Today Jennifer Houston, president of the National Cattlemen’s Beef Association, and Bob Skinner, president of the Public Lands Council, released a joint statement in response to the Department of Interior’s announcement that it will publish a gray wolf delisting rule in the Federal Register:
“The recovery of the gray wolf in the United States is a conservation success story. When the federal government collaborates with state wildlife officials and local land managers, it enhances our ability to protect the wildlife and ecosystems that we all cherish. This is exactly how the Endangered Species Act is supposed to work.
“Unfortunately, as ranchers know all too well, the current Endangered Species Act rarely functions as Congress originally intended. Radical environmental activists use an endless cycle of lawsuits and procedural tricks to thwart effective conservation. That is why it has taken so long to delist the gray wolf, even though science has long shown the species had reached stable population levels. That is also why the Endangered Species Act’s overall effectiveness hovers at an abysmal rate of just two percent.
“The National Cattlemen’s Beef Association and Public Lands Council would like to commend Acting Secretary Bernhardt and his team for making this science-based decision. We look forward to continuing our work with the Department of Interior and state wildlife agencies as this process moves forward.”
WASHINGTON – The National Cattlemen’s Beef Association launched a new campaign highlighting critical questions about the production of lab-grown fake meat. The Fake Meat Facts campaign will shine a spotlight on the many unknowns that the federal government must clarify before finalizing the regulatory framework for these emerging products.
“The federal government is moving in the right direction on lab-grown fake meat oversight, but new information raises more questions than answers,” said NCBA President Jennifer Houston. “The lack of scientific consensus surrounding cell-cultured protein products became crystal clear to me when I participated in last year’s joint public meeting. NCBA will continue to push for increased transparency to ensure consumers know the facts about lab-grown fake meat production.”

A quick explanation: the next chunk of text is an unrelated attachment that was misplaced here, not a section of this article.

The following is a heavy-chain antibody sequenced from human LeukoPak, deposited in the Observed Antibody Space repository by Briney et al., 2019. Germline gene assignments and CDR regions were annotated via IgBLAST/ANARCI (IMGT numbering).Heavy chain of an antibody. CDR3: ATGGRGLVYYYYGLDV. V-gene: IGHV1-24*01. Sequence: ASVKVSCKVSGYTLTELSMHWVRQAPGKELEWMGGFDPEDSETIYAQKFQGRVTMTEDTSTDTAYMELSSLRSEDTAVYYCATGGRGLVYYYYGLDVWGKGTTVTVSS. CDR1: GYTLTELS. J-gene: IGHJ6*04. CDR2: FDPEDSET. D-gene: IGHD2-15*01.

Last year, the U.S. Department of Agriculture (USDA) and Food and Drug Administration (FDA) announced a framework for regulating lab-grown fake meat. USDA will have primary oversight of food production and labeling, while the FDA will have oversight of cell collection and cell growth. However, as NCBA noted at the time, many details still need to be worked out. Additional information about the production, composition, and safety of cell-cultured protein is needed to inform the development of a comprehensive framework that protects consumers.
“It is critical that manufacturers make samples of their cell-cultured products available for independent, objective analysis,” added NCBA Senior Director of Government Affairs Danielle Beck. “Until then, stakeholders will be forced to base their assessments on the unverified claims of manufacturing companies and fake meat activists.”
Cattle and beef producers provide consumers with extensive resources on the production of real beef. Learn more about how beef goes from pasture to plate here.